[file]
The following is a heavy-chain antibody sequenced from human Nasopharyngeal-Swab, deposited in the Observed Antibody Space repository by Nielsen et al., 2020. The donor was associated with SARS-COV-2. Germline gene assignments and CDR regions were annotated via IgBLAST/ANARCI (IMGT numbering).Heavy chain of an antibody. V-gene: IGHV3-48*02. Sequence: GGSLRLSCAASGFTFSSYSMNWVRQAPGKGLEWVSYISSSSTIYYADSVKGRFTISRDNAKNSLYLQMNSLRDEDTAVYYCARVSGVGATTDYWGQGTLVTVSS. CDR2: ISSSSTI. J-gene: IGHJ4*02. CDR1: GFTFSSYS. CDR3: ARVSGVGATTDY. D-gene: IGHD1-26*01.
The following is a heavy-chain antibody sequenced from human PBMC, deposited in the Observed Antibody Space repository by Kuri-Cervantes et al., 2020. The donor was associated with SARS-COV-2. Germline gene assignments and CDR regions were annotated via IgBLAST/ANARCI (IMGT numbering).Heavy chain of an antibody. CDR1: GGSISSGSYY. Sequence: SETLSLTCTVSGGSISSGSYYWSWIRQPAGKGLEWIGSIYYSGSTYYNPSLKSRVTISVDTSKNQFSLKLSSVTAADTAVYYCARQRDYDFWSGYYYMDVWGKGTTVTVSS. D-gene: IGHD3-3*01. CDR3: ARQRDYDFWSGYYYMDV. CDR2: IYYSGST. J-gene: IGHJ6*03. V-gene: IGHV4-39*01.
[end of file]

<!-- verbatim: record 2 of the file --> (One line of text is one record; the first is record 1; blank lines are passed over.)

The following is a heavy-chain antibody sequenced from human PBMC, deposited in the Observed Antibody Space repository by Kuri-Cervantes et al., 2020. The donor was associated with SARS-COV-2. Germline gene assignments and CDR regions were annotated via IgBLAST/ANARCI (IMGT numbering).Heavy chain of an antibody. CDR1: GGSISSGSYY. Sequence: SETLSLTCTVSGGSISSGSYYWSWIRQPAGKGLEWIGSIYYSGSTYYNPSLKSRVTISVDTSKNQFSLKLSSVTAADTAVYYCARQRDYDFWSGYYYMDVWGKGTTVTVSS. D-gene: IGHD3-3*01. CDR3: ARQRDYDFWSGYYYMDV. CDR2: IYYSGST. J-gene: IGHJ6*03. V-gene: IGHV4-39*01.